Plantation Church: How African American Religion Was Born in Caribbean Slavery

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en Limba Engleză Paperback – 27 Feb 2014
In Plantation Church, Noel Leo Erskine investigates the history of the Black Church as it developed both in the United States and the Caribbean after the arrival of enslaved Africans. Typically, when people talk about the "Black Church" they are referring to African-American churches in the U.S., but in fact, the majority of African slaves were brought to the Caribbean. It was there, Erskine argues, that the Black religious experience was born. The massiveAfro-Caribbean population was able to establish a form of Christianity that preserved African Gods and practices, but fused them with Christian teachings, resulting in religions such as Cuba's Santería. Despite their common ancestry, the Black religious experience in the U.S. was markedly different becauseAfrican Americans were a political and cultural minority. The Plantation Church became a place of solace and resistance that provided its members with a sense of kinship, not only to each other but also to their ancestral past. Despite their common origins, the Caribbean and African American Church are almost never studied together. This book investigates the parallel histories of these two strands of the Black Church, showing where their historical ties remain strong and where different circumstances have led them down unexpectedly divergent paths. The result will be a work that illuminates the histories, theologies, politics, and practices of both branches of the Black Church.This project presses beyond the nation state framework and raises intercultural and interregional questions with implications for gender, race and class. Noel Leo Erskine employs a comparative method that opens up the possibility of rethinking the language and grammar of how Black churches have been understood in the Americas and extends the notion of church beyond the United States. The forging of a Black Christianity from sources African and European, allows for an examination of the meaningof church when people of African descent are culturally and politically in the majority. Erskine also asks the pertinent question of what meaning the church holds when the converse is true: when African Americans are a cultural and political minority.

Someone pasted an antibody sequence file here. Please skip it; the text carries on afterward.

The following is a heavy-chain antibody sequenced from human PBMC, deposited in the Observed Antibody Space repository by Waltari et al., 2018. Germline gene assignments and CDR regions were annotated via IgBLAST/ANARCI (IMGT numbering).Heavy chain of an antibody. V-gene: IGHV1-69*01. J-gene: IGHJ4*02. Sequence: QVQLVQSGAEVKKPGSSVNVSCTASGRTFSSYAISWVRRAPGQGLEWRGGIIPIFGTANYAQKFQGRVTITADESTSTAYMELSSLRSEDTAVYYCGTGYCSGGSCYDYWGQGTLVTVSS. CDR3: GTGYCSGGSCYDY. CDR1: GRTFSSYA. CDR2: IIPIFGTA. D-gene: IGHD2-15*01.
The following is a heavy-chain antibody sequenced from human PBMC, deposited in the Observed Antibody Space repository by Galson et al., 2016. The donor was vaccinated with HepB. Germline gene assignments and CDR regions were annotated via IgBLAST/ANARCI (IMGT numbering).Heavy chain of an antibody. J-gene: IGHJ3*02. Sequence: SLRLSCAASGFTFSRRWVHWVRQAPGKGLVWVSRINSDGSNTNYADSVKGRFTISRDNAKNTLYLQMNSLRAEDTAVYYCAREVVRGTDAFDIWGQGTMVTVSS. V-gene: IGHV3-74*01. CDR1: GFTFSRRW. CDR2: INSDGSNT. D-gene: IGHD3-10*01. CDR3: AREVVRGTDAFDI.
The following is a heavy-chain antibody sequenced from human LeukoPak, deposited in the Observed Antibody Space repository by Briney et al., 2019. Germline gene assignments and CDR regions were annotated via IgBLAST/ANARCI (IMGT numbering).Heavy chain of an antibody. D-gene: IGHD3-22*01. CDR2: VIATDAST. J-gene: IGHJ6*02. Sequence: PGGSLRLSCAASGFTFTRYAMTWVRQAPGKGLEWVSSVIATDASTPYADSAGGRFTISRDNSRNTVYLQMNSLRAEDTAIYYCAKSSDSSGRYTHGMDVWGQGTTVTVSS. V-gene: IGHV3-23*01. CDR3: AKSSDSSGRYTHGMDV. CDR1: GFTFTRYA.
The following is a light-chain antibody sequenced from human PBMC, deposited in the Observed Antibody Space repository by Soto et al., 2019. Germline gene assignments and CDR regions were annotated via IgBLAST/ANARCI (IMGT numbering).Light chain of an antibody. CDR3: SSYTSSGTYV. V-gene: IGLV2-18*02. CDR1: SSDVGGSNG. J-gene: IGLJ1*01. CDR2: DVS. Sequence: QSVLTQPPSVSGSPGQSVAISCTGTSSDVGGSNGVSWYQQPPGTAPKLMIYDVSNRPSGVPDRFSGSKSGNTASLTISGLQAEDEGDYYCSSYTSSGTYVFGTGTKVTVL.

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ISBN-13: 9780195369137
ISBN-10: 0195369130
Pagini: 240
Ilustrații: black & white illustrations
Dimensiuni: 164 x 236 x 18 mm
Greutate: 0.35 kg
Editura: Oxford University Press
Colecția OUP USA
Locul publicării: New York, United States


... it is an indispensable addition to the acreage of texts detailing Black Church history ... Noel Leo Erskine has produced a major text of great import, which will continue to stir debate for many years to come.
This book is one of those rare scholarly corrections that offers profound wisdom for academic and popular audiences. Noel Erskine mounts compelling evidence that the black religious experience began in the Caribbean and not in the United States. How refreshing that he does so with fluid storytelling and a writing style that urges the reader to pursue each page with expectations of new knowledge.
A brilliantly provocative and unprecedented book, told with both intimately personal prose and comprehensive and convincing data, with insights that will radically change the way we have conceptualized Black Atlantic religious traditions. This is the book that we have been waiting for. It is truly a tour de force, a must read for all!

Notă biografică

Noel Leo Erskine is Professor of Theology and Ethics at Candler School of Theology and the Laney Graduate School of Arts and Sciences at Emory University. He has been a visiting Professor in ten schools in six countries. His books include King Among the Thologians (1995), and From Garvey to Marley (2007).